Book Review: Viral Spiral: How the Commoners Built a Digital Republic of Their Own

Julie Graves Krishnaswami

Yale Law School

April 8, 2009

Book review of David Bollier's Viral Spiral (2008). The Internet today is controlled chaos: user-generated content on Web 2.0 platforms, blogs by citizen-journalists, social networks such as Facebook and Twitter, the photo-sharing community of Flickr, digital remixes of music and videos, wikis, open-access journals, and e-books. The Web has been transformed and a new cultural movement - known as "Free Culture" or "the commons" - is underway. Members of the Free Culture movement (commoners) value collaboration, share intellectual property, are self-directed, and resourceful. Yet these trailblazing individuals are simultaneously entrepreneurial and well-aware of traditional market forces. In Viral Spiral: A History of Our Movement, David Bollier argues that these values and behaviors are "history-making," creating a "new species of citizenship in modern life" and over time "this citizenship and the culture that it is fostering are likely to be a politically transforming force." This text is highly recommended for any law library’s collection.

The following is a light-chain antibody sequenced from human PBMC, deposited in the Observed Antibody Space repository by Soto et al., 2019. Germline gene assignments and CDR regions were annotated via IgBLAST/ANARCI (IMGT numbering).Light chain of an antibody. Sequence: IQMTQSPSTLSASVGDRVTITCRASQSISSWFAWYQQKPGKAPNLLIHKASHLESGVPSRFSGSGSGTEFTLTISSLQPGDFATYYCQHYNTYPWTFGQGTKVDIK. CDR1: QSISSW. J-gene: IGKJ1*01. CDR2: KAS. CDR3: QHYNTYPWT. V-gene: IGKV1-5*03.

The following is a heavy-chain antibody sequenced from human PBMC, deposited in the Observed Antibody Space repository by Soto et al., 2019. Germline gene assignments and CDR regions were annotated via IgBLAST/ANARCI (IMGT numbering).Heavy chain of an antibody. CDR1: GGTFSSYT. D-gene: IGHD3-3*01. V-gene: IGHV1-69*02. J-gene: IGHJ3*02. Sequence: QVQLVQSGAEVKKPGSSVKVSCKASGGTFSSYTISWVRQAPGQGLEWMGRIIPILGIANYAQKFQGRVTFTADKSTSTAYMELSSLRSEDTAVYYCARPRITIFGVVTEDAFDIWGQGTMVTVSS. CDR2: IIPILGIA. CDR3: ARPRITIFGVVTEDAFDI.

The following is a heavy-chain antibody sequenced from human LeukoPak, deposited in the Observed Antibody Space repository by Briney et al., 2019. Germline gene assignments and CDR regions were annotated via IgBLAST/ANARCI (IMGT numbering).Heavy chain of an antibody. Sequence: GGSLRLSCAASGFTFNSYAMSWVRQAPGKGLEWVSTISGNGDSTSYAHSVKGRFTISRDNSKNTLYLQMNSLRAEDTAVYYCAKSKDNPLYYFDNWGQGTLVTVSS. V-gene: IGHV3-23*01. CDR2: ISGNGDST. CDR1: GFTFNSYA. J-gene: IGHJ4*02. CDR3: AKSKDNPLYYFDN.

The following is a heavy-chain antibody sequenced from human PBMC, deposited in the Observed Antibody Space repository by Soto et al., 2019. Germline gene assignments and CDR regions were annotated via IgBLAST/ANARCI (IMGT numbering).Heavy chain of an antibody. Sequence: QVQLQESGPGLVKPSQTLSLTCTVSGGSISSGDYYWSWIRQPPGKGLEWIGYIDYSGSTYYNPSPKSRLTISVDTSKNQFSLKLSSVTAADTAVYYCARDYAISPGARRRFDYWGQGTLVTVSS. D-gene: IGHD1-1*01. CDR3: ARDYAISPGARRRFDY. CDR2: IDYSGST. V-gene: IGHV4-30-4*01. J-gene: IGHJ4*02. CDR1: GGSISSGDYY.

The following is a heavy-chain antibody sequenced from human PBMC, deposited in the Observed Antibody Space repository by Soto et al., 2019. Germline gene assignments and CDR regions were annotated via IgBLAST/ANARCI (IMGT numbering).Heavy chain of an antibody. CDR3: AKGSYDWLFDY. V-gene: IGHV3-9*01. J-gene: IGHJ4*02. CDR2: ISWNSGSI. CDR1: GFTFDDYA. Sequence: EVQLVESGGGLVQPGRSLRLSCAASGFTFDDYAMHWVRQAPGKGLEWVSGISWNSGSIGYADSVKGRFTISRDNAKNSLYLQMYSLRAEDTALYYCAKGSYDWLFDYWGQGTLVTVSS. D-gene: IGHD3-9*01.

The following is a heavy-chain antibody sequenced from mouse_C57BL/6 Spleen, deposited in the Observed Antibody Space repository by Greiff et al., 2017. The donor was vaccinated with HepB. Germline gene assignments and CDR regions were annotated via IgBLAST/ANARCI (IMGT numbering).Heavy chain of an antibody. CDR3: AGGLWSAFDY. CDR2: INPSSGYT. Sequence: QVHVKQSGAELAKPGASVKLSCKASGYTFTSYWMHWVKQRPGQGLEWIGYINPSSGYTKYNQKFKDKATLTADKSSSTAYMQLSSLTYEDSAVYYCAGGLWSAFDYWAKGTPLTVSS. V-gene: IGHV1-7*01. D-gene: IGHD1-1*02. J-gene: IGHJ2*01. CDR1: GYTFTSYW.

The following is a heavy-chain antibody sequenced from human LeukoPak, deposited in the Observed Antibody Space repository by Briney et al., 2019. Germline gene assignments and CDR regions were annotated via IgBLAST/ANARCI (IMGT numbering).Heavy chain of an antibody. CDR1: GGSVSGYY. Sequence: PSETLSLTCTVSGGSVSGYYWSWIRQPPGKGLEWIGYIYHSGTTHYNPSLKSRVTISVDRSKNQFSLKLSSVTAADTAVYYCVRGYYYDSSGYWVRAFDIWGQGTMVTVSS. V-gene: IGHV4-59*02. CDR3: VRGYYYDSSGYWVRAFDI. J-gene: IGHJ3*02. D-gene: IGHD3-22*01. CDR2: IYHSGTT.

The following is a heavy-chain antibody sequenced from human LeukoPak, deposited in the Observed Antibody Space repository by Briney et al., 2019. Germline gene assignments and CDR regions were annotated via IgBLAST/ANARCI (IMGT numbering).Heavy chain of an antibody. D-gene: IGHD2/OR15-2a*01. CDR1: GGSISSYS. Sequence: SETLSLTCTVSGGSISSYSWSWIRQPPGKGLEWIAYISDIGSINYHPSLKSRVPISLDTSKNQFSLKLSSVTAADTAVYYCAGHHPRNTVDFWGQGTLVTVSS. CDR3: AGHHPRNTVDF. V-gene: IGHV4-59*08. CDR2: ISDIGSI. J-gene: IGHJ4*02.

Number of Pages in PDF File: 3

Keywords: digital commons, open-source, creative commons

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Date posted: February 11, 2011 ; Last revised: October 9, 2015

Suggested Citation

Krishnaswami, Julie Graves, Book Review: Viral Spiral: How the Commoners Built a Digital Republic of Their Own (April 8, 2009). Available at SSRN: https://ssrn.com/abstract=1654568 or http://dx.doi.org/10.2139/ssrn.1654568

Contact Information

Julie Graves Krishnaswami (Contact Author)
Yale Law School ( email )
P.O. Box 208215
New Haven, CT 06520
United States
2034327934 (Phone)
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